“It’s on us. I think our only choices at this point are to keep housing them in other jails or expand the local jail. Our local justice system is doing everything they can do to speed up the process. We’re just in a pickle, and we’re going to have to make arrangements to get out of it. I’d rather pay wages for some local folks here.”
Griffis said 50 inmates on whom the necessary “pen packets” had been prepared were awaiting Texas Department of Criminal Justice transportation, 10 or 11 at a time each Friday, to the diagnostic unit at Huntsville.
In a news release, the Austin-based Texas Criminal Justice Coalition said the Board of Pardons and Paroles held 20,662 hearings in fiscal 2013 to determine if parolees should return to prison or stay on parole. “Ultimately, the board reinstated the supervision or reparoled more than half, or 10,777, of these individuals, which means the board did not deem them a threat to society,” the coalition said.
“And yet each one of these individuals spent, on average, 34 days in the county jail.”
The Hobby Center for Public Policy at the University of Houston projects that Ector County’s population will increase from its current estimated 161,393 to 184,384 in 2030, 210,246 in 2040 and 234,964 in 2050.
Local defense lawyers Justin Low, David Zavoda and Robert Hollmann agreed that the problem is vexatious. “Those held on blue warrants with new charges are the ones that need to be expedited because they sometimes take forever,” said Low, noting that one such client of his waited 18 months before finally seeing his case dismissed on the ground that it had been unconstitutionally delayed.
“A lot who get arrested can’t afford their bonds. Their cases are not moving fast, so they just sit there. I have one now who has been there for over a year.”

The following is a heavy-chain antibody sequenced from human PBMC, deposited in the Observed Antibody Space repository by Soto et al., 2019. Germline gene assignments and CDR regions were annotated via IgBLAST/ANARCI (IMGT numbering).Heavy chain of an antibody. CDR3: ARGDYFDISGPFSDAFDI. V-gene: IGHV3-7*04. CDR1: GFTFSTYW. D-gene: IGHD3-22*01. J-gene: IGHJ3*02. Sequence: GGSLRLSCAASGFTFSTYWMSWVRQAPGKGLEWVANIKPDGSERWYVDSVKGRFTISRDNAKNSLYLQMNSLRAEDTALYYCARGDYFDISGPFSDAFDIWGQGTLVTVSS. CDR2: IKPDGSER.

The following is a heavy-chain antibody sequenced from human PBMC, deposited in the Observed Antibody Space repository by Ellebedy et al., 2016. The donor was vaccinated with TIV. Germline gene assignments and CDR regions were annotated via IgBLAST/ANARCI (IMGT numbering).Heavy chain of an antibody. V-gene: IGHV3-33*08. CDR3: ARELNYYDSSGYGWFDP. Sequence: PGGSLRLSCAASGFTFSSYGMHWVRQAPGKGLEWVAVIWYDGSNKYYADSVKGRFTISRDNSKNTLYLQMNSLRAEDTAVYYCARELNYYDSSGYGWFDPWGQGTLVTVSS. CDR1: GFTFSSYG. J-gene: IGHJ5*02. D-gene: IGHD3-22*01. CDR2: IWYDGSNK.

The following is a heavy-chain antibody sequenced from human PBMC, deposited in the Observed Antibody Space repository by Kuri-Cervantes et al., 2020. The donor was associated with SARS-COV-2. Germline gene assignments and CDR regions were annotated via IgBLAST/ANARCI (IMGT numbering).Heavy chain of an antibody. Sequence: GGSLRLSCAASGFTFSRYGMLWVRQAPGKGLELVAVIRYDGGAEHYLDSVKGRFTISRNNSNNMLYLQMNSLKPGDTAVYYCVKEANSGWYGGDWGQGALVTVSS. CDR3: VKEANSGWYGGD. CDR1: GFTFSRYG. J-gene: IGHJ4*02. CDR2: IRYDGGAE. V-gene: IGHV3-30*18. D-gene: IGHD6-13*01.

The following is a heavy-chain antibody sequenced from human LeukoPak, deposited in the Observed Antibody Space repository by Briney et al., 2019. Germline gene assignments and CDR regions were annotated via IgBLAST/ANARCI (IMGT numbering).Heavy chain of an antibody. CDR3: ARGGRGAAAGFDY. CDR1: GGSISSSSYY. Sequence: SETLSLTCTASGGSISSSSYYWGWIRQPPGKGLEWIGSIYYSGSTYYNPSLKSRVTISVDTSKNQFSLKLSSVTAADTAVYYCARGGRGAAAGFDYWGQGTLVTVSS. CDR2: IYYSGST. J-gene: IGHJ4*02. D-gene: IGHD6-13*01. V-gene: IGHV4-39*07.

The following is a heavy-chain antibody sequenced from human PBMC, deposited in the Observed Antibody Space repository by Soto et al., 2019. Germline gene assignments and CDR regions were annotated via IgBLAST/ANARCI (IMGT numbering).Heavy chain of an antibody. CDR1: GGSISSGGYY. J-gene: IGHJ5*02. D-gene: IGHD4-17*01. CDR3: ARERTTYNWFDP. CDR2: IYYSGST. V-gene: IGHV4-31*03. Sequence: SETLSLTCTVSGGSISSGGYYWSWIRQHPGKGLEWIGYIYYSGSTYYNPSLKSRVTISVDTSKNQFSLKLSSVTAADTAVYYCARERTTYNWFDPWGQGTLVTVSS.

Low said most county inmates who know from the time they’re arrested, as do their attorneys, prosecutors and judges, that they’re prison-bound would rather go to the TDCJ promptly because conditions are better in state prison with more freedom of movement and the options of having jobs and taking classes. “Very few want to stay here,” he said.
Zavoda said the Texas Department of Public Safety Laboratory in Lubbock is part of the problem, often taking a year to return its analyses of narcotics. “Our judges are giving personal recognizance bonds for people awaiting trial on non-drug state jail felonies,” Zavoda said.
“The D.A.’s office is pretty good at eyeballing those cases. There’s a lot of jail overcrowding, but it’s sometimes outside the county’s power to control. The DPS is far behind on testing.”
Hollmann said the oilfield has been a factor. “We have a lot of criminals in Odessa who came during the last boom and stayed,” Hollmann said.
“Everybody is doing the best they can. It’s just a hard problem. It takes a long time to get a drug test from the DPS out of Lubbock. It was taking a year or more at one time, but it is getting better. We need to expand the jail, we really do. It’s just a situation that got out of control, and everybody is trying to get it back under control again.”